President Barack Obama’s 2012 unilateral legalization of 500,000 young illegal immigrants helped him win the 2012 election — at the cost of splitting 500,000 innocent, law-abiding American families for months on end, according to a New York Times article.
The ruthless political calculation was buried deep in the low-key article, which was published on page 20 of the local “New York edition” of the national newspaper.
Obama directed officials to award work permits to the illegal immigrants, preventing them from preparing green cards for Americans’ foreign-born spouses and children.
One American, Jessica Veltstra, applied last March to bring over her Dutch husband. “But he is still in the Netherlands, and she is rooming with relatives in New Jersey, unable to make plans,” the New York Times reported.
“Their older daughter, who is 4, refuses to speak to her father on the phone in Dutch, her first language, and bursts out crying when she sees a photo of him,” the article continued.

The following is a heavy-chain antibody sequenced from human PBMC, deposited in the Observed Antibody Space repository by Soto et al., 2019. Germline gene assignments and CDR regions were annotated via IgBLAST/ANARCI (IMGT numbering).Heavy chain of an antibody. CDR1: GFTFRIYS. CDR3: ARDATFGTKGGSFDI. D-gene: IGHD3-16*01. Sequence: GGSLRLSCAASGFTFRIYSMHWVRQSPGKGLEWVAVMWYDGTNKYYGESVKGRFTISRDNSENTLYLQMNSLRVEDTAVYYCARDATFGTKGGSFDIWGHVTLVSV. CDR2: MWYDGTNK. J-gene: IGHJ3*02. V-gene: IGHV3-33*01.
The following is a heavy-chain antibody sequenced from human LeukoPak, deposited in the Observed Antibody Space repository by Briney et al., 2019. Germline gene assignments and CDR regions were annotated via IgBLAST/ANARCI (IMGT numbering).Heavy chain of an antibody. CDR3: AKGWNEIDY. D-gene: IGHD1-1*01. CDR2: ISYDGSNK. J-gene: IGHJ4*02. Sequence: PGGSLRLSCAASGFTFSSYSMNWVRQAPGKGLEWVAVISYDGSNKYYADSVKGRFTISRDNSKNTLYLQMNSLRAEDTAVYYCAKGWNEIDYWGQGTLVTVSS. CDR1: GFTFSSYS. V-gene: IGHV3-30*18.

The scandal likely will be cited by advocates of immigration reform to show that Obama places his partisan calculations above his duty to implement the law, and above his inauguration oath, which says “I do solemnly swear that I will faithfully execute the Office of President of the United States.”
Last week, House Speaker John Boehner said he has to slow his push for a sweeping, business-backed immigration increase until Obama shows he can be trusted to follow the laws. (RELATED: Wealthy, liberals unite to support increased immigration)
“Frankly, one of the biggest obstacles we face is the one of trust,” Boehner said Feb. 6. “The American people, including many of our members, don’t trust that the reform we’re talking about will be implemented as it was intended to be.”
“The president seems to change the healthcare law on a whim, whenever he likes,” said Boehner, who is widely expected to continue his closed-door push for the immigration increase. (RELATED: ANALYSIS: Boehner’s mysterious immigration comments)
The New York Times article buried the most shocking elements of the political scandal 335 words into the article, much of which was spent describing the pain suffered by an American whose Australian wife and two kids remains stuck on the other side of the world.